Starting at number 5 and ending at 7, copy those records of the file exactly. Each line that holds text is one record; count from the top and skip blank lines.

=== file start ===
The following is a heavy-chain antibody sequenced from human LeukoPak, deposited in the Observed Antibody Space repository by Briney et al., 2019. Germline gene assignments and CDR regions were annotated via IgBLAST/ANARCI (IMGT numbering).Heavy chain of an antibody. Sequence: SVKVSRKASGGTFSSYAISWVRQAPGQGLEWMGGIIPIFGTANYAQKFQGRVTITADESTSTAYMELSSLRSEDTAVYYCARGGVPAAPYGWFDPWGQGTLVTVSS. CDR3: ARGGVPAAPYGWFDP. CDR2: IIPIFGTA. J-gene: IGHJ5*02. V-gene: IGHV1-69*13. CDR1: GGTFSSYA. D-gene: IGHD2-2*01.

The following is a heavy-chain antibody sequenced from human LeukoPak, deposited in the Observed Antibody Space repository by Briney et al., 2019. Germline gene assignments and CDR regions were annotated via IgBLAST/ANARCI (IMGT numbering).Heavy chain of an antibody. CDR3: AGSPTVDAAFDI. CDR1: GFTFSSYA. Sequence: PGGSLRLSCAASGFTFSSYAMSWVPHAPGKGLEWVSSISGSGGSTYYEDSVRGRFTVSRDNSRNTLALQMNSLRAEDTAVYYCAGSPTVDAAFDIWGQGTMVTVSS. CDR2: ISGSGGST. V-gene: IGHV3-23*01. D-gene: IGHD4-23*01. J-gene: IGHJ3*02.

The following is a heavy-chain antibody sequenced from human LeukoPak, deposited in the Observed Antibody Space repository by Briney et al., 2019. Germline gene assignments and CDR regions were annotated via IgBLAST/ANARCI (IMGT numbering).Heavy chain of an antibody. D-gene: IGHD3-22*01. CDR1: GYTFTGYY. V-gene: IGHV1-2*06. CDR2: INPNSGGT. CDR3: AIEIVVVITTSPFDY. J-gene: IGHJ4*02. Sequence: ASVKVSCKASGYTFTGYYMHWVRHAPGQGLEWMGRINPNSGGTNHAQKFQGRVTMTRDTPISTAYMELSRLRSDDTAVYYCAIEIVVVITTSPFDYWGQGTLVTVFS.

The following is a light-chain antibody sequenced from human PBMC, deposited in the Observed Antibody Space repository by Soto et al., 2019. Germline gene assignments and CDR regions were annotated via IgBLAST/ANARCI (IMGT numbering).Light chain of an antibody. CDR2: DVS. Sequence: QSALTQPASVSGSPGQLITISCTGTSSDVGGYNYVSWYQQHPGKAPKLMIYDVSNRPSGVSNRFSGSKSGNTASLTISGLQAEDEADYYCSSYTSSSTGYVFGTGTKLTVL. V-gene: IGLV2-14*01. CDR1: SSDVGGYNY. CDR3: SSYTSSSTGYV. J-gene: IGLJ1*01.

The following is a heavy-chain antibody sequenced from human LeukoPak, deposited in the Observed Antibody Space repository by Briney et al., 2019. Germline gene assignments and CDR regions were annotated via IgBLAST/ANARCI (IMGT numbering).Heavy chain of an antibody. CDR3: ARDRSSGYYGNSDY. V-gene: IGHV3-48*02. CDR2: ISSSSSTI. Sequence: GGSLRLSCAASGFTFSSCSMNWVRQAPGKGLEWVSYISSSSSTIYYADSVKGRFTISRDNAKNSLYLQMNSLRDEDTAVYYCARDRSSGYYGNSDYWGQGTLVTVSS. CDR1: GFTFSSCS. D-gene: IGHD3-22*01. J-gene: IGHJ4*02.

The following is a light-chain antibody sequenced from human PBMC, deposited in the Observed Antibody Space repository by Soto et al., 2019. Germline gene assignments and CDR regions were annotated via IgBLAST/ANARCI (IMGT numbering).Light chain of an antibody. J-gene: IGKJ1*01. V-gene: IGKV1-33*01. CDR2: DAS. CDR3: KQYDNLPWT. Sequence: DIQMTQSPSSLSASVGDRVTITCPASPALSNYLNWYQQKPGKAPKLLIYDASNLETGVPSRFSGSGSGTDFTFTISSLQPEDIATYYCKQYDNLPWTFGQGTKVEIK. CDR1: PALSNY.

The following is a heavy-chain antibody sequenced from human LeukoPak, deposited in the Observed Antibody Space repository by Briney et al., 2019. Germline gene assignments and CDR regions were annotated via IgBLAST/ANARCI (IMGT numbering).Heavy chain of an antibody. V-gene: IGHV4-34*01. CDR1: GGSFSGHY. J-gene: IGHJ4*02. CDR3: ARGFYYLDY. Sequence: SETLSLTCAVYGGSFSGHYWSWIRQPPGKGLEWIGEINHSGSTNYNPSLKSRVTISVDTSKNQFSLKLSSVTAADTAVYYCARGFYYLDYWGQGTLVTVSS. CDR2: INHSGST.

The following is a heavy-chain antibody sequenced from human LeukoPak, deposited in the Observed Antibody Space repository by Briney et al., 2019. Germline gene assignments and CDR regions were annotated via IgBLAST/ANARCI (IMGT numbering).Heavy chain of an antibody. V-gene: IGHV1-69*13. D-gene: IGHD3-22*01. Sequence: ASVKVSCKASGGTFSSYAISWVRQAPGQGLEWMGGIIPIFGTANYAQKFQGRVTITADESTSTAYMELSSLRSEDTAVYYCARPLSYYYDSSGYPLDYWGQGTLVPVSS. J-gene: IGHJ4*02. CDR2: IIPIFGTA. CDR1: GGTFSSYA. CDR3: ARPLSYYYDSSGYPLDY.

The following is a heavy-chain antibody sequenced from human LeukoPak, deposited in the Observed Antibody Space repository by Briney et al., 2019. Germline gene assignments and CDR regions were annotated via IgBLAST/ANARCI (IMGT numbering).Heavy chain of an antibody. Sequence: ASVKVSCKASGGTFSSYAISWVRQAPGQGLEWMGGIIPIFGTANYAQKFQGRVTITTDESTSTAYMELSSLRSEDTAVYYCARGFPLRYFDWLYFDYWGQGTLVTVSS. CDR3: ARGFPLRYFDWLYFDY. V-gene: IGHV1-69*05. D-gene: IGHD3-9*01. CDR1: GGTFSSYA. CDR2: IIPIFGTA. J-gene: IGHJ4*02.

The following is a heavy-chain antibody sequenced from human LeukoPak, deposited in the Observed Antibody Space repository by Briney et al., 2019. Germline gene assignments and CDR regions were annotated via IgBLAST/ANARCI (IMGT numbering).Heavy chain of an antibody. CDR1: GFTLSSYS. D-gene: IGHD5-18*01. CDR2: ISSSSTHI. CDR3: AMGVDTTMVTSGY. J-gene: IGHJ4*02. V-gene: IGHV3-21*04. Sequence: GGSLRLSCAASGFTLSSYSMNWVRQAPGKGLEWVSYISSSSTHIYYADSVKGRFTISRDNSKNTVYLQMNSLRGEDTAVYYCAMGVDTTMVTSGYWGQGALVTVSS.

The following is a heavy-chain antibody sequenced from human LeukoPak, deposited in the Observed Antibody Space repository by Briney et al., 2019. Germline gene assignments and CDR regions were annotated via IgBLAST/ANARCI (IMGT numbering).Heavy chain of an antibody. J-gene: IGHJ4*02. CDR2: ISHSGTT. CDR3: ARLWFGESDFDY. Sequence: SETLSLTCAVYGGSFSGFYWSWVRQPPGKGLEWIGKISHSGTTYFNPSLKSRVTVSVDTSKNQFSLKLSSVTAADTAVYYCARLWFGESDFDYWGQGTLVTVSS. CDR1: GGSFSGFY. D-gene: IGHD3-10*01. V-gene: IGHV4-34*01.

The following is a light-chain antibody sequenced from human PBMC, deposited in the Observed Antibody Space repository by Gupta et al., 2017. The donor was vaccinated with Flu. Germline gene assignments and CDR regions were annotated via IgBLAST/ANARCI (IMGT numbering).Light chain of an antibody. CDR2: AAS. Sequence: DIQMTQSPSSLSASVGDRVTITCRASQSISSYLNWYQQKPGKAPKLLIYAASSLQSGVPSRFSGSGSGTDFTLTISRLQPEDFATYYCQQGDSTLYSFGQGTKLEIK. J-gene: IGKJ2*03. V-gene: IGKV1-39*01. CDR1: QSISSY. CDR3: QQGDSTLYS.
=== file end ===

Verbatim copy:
The following is a heavy-chain antibody sequenced from human LeukoPak, deposited in the Observed Antibody Space repository by Briney et al., 2019. Germline gene assignments and CDR regions were annotated via IgBLAST/ANARCI (IMGT numbering).Heavy chain of an antibody. CDR3: ARDRSSGYYGNSDY. V-gene: IGHV3-48*02. CDR2: ISSSSSTI. Sequence: GGSLRLSCAASGFTFSSCSMNWVRQAPGKGLEWVSYISSSSSTIYYADSVKGRFTISRDNAKNSLYLQMNSLRDEDTAVYYCARDRSSGYYGNSDYWGQGTLVTVSS. CDR1: GFTFSSCS. D-gene: IGHD3-22*01. J-gene: IGHJ4*02.

The following is a light-chain antibody sequenced from human PBMC, deposited in the Observed Antibody Space repository by Soto et al., 2019. Germline gene assignments and CDR regions were annotated via IgBLAST/ANARCI (IMGT numbering).Light chain of an antibody. J-gene: IGKJ1*01. V-gene: IGKV1-33*01. CDR2: DAS. CDR3: KQYDNLPWT. Sequence: DIQMTQSPSSLSASVGDRVTITCPASPALSNYLNWYQQKPGKAPKLLIYDASNLETGVPSRFSGSGSGTDFTFTISSLQPEDIATYYCKQYDNLPWTFGQGTKVEIK. CDR1: PALSNY.

The following is a heavy-chain antibody sequenced from human LeukoPak, deposited in the Observed Antibody Space repository by Briney et al., 2019. Germline gene assignments and CDR regions were annotated via IgBLAST/ANARCI (IMGT numbering).Heavy chain of an antibody. V-gene: IGHV4-34*01. CDR1: GGSFSGHY. J-gene: IGHJ4*02. CDR3: ARGFYYLDY. Sequence: SETLSLTCAVYGGSFSGHYWSWIRQPPGKGLEWIGEINHSGSTNYNPSLKSRVTISVDTSKNQFSLKLSSVTAADTAVYYCARGFYYLDYWGQGTLVTVSS. CDR2: INHSGST.